- Unless economy makes a swift recovery, the FHA will need a massive taxpayer bailout—between $50 and $100 billion.
- The Federal Housing Administration is in deep, deep trouble. Will it be the next housing bailout?
- After tripling the size of its insurance in the past 4 years, the FHA is now balancing an extremely dangerous portfolio
Download PDF Introduction
Yes, is the answer to the question posed in the title of this report. That will seem a brave conclusion to some, given that the Federal Housing Administration (FHA) has not needed a direct recapitalization from Congress since its founding over three-quarters of century ago. However, it is highly likely, given FHA's current condition.
FHA's present state is precarious. For the past two years, it has been in violation of its most important capital reserve regulation, under which it is supposed to hold sufficient reserves against unexpected future losses on its existing insurance-in-force. To be barely compliant with this rule would have required just over a $12 billion capital infusion in fiscal year 2010, and that presumes that future losses are not being underestimated by FHA. This report suggests that they are by many tens of billions of dollars, so that the recapitalization required will be at least $50 billion, and likely much more, even if housing markets do not deteriorate unexpectedly.
"Unless one believes that the risk of the mortgages it insures has declined substantially, FHA has become a much riskier organization."
Rather than requesting that Congress strengthen its capital resources as the housing bust deepened, FHA decided to pursue a strategy of growing out of its problems beginning in 2008. Aggregate insurance-in-force more than tripled since then, from $305 billion at the end of the 2007 fiscal year to just over $1 trillion according to the latest data available from July 2011. This is nearly 7% of aggregate national output for the United States, so the potential pool of risk now is very large. FHA has not increased its capital resources commensurately. In fact, it has more than doubled its own operating leverage in recent years, as there is less than half the capital backing each dollar of insurance guarantee than there was only a few years ago. Unless one believes that the risk of the mortgages it insures has declined substantially, FHA has become a much riskier organization.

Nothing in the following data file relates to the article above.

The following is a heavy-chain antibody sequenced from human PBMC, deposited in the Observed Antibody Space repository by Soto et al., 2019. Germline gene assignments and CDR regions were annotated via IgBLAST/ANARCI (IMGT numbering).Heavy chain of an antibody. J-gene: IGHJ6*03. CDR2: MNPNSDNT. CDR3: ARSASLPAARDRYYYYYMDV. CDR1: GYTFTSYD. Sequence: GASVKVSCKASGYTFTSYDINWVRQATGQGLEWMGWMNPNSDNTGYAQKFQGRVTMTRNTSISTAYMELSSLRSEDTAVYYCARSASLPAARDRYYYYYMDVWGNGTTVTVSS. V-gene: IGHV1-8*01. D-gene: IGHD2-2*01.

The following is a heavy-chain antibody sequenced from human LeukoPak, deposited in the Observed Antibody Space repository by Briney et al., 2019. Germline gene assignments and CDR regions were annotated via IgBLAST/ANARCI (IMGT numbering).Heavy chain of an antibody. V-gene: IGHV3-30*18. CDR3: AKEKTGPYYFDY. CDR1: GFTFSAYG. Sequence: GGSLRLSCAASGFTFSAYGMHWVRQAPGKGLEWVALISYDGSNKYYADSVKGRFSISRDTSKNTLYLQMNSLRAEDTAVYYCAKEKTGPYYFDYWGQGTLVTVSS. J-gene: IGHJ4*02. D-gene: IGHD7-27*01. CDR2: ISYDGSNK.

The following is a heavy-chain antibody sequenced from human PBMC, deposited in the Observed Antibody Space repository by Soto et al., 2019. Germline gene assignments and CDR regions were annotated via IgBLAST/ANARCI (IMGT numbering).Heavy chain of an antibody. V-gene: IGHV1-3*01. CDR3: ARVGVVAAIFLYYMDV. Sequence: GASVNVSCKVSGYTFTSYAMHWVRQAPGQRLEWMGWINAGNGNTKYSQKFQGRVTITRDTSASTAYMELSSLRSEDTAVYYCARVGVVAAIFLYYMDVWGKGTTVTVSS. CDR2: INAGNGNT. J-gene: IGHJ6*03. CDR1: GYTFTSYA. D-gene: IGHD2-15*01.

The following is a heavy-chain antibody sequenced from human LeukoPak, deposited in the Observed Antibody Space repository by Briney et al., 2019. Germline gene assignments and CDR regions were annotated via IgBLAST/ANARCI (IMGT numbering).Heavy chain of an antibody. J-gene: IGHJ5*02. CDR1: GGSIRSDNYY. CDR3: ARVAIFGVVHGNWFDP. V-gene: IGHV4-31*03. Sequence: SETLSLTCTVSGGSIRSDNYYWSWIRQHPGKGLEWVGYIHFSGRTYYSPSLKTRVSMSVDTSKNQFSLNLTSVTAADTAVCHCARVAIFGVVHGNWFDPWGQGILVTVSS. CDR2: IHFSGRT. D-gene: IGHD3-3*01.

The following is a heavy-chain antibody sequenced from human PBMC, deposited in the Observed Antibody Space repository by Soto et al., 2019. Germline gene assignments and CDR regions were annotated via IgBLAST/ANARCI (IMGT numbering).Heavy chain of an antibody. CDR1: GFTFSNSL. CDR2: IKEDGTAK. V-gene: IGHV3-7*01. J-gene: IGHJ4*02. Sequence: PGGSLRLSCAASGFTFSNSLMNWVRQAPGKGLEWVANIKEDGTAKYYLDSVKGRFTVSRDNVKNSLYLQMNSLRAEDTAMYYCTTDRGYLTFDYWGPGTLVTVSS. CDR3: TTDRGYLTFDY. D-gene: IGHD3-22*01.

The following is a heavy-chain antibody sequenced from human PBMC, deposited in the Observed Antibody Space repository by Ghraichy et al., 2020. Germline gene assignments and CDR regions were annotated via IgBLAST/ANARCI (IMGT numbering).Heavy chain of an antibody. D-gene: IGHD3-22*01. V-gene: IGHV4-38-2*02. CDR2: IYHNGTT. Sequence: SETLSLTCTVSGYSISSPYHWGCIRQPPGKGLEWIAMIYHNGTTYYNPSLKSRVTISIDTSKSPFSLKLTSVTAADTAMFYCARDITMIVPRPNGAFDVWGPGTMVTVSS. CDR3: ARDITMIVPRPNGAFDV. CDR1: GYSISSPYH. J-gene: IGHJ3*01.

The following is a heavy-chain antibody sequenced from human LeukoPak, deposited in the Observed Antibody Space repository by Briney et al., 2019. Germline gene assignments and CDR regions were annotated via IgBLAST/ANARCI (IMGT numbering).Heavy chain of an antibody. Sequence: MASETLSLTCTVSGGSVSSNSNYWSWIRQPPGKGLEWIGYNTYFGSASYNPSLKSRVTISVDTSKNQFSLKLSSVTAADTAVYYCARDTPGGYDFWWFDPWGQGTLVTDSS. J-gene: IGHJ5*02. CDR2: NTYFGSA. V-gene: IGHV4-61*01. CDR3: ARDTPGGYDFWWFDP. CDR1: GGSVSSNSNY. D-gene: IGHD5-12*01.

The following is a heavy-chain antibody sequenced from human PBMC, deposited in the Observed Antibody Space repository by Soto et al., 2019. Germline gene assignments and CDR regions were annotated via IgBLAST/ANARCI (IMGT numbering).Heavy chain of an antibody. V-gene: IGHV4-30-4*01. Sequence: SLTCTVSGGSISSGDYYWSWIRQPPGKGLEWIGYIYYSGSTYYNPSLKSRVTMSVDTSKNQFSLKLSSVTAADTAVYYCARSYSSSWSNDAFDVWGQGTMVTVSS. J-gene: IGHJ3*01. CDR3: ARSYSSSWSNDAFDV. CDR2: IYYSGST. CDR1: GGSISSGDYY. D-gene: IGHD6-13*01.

That the riskiness of its mortgage insurance pool has grown, not declined, since 2007 is evident from FHA's expansion during a time of declining nominal house prices and rising unemployment. Research shows negative equity and job loss to be the two most important triggers of mortgage defaults. It is estimated below that more than half of FHA's current insurance-in-force is on mortgages taken out by owners who presently have negative equity in their homes (i.e., the house value is below the outstanding balance on the mortgage). And, unemployment remains stubbornly high, with many forecasters (including the Office of Management and Budget) now projecting unemployment rates at or above 9% well into 2012.
This combination of increasing leverage at the entity level (i.e., FHA having far less capital per dollar of insurance guarantees) and among the homeowners being insured (many with negative equity in their homes) has made FHA a very risky proposition for taxpayers, who bear the downside risk if its expansion strategy does not work out. That it will not work out is highly likely because the risk of future defaults, and the losses associated with them, is being systematically underestimated. This makes the projections of FHA's main insurance fund value look far rosier than really is the case. No model is perfect, and it is unreasonable to expect FHA's model and estimation to be without fault. However, a combination of unrecognized risks in recent large pools of insured mortgages, an important error in estimation strategy, and an unsubstantiated administrative decision to down weight the influence of an empirically important variable that predicts higher future defaults leads to future losses being underestimated by many tens of billions of dollars. This leaves a quick and substantial economic and housing market recovery as the primary way for FHA to avoid generating substantial losses for American taxpayers. That certainly is to be hoped for, but hope is not a sound foundation on which to run what is now a trillion dollar entity.
The plan of the report is as follows. The next section provides background information on the history of FHA and its operations. This is followed in Section III with a more detailed discussion of the recent, extraordinary growth of FHA. Section IV then analyzes how and why default risk and insurance losses are being underestimated. That leads to the key conclusion that FHA's main insurance program is materially undercapitalized, with the likely amount of capital infusion required being in the $50 billion-$100 billion range, even if there is no unexpected deterioration in housing markets.
Joseph Gyourko is the Martin Bucksbaum Professor of Real Estate, Finance, and Business & Public Policy at the Wharton School at the University of Pennsylvania